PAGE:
The departure of a top-tier, charismatic candidate from a presidential race usually results in a collective sigh of relief from the remaining candidates, who are glad to have one fewer competitor for campaign donations and voters support.
Instead, the news that Sen. Kamala Harris of California was dropping out of the Democratic presidential primary race has unleashed distress and frustration from fellow Democrats frustrated that their party – whose future relies on the diversity it champions – is using a nomination process that makes it harder for people of color to be heard.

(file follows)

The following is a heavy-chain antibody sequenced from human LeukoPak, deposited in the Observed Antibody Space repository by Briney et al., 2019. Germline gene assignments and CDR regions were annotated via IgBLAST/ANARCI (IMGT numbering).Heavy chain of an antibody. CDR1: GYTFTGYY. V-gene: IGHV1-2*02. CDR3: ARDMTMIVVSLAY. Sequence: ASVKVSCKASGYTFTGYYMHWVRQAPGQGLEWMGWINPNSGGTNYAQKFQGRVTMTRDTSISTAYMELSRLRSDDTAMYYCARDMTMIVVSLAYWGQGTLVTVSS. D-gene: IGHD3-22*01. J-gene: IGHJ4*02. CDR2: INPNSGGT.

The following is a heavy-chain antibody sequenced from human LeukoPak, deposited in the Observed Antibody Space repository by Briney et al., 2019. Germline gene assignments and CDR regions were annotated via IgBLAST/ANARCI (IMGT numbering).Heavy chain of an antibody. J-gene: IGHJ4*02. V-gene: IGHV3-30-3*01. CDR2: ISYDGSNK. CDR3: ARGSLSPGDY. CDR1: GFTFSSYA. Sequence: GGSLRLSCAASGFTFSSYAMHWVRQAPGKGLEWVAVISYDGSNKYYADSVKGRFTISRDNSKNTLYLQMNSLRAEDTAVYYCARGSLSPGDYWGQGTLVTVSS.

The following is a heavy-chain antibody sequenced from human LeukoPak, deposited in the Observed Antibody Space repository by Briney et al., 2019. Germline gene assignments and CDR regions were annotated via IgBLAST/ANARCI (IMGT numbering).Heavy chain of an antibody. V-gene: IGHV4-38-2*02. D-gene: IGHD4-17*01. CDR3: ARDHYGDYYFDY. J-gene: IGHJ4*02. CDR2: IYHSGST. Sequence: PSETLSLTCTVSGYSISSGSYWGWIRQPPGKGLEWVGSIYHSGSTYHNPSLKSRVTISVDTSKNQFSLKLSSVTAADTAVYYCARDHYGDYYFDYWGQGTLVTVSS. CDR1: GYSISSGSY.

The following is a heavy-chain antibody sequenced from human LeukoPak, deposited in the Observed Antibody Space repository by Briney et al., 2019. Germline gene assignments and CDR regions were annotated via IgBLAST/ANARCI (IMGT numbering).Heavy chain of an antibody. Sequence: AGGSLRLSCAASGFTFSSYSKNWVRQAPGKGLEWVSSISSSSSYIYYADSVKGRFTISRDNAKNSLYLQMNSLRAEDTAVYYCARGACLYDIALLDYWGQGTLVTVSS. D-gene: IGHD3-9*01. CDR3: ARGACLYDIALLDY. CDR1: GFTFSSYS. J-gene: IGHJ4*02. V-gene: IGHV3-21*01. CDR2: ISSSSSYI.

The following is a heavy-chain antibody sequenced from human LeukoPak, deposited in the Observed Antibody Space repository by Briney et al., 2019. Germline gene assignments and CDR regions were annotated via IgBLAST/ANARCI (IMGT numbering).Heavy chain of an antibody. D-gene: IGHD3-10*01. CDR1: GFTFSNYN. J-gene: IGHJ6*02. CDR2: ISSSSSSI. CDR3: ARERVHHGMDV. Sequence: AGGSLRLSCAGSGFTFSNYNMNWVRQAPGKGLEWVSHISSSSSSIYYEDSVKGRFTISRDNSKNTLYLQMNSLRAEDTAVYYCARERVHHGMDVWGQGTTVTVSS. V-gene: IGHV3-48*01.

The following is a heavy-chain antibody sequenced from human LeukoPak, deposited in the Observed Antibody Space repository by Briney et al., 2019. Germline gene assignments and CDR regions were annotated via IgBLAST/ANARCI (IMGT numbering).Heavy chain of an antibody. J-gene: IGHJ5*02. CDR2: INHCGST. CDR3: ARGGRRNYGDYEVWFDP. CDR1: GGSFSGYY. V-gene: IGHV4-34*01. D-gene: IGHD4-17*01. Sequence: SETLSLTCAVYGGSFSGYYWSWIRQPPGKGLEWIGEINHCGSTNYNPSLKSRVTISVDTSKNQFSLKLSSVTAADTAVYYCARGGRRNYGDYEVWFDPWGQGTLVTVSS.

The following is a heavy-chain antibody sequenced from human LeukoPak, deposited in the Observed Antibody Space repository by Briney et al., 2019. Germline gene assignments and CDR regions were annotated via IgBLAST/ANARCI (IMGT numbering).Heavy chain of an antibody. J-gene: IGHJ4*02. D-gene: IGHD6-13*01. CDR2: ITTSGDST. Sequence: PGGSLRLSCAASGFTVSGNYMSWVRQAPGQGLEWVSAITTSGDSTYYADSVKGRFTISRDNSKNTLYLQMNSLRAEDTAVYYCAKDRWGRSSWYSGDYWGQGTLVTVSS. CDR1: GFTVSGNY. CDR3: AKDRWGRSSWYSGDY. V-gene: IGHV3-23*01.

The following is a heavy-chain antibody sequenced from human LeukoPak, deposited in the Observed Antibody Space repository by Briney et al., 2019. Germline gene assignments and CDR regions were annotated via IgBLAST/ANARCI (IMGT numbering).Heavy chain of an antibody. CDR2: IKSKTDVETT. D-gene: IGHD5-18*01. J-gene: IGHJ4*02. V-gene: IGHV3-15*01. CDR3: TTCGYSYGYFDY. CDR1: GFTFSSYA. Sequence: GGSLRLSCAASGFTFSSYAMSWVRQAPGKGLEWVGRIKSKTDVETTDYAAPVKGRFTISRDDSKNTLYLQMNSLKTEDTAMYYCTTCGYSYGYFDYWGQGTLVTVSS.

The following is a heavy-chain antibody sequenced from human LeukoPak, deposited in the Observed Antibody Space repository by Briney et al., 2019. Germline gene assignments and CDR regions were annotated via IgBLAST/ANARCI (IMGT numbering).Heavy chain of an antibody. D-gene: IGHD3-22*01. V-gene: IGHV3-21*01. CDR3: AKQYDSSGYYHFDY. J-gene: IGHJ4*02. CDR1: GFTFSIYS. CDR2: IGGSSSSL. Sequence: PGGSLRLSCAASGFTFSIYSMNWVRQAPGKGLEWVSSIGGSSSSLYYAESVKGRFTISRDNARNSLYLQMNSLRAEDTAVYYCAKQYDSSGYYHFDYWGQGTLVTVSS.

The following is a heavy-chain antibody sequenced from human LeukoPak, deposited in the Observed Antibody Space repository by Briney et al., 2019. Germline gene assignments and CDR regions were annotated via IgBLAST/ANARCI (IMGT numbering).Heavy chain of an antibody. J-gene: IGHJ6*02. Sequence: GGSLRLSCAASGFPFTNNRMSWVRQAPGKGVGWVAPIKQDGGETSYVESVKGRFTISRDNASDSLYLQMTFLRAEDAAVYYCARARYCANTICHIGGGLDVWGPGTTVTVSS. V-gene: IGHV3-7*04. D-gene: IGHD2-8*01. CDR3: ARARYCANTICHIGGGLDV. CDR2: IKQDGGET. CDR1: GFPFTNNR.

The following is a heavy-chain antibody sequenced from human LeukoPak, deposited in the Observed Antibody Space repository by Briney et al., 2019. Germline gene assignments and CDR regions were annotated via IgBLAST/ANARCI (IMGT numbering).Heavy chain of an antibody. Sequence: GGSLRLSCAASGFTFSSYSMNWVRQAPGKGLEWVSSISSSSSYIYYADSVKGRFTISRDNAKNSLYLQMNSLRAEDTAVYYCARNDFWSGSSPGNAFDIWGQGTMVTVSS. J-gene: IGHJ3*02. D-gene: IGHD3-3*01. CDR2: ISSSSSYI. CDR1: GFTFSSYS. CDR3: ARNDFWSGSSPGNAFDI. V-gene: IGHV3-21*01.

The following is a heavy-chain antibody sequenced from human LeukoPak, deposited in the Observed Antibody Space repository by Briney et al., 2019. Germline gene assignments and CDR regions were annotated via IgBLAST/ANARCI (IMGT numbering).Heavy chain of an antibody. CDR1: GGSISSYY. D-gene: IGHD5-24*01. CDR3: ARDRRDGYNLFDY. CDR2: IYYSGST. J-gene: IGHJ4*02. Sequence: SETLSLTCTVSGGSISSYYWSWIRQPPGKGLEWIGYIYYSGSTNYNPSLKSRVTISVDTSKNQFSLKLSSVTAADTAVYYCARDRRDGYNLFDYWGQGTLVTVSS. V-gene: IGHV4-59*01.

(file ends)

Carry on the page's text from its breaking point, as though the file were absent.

“There’s a renewed sense out there that our primaries need better representation. … We need a process that speaks to – that represents – people of all different backgrounds, Democratic primary candidate Julian Castro, former secretary of Housing and Urban Development, told reporters in a conference call Thursday.
With Harris’ announcement earlier this week that she didn’t have the money to stay in the race, Democratic debate stage Dec. 19 as of now includes just white candidates, a startling development for a party that boasted the most diverse slate of primary candidates in history.
Castro and others complain that the process – which relies on the number of individual donors and rankings in select polls – favors wealthy, self-funded candidates. Having first contests in the heavily white states of Iowa and New Hampshire does not reflect the diversity of the party, they say.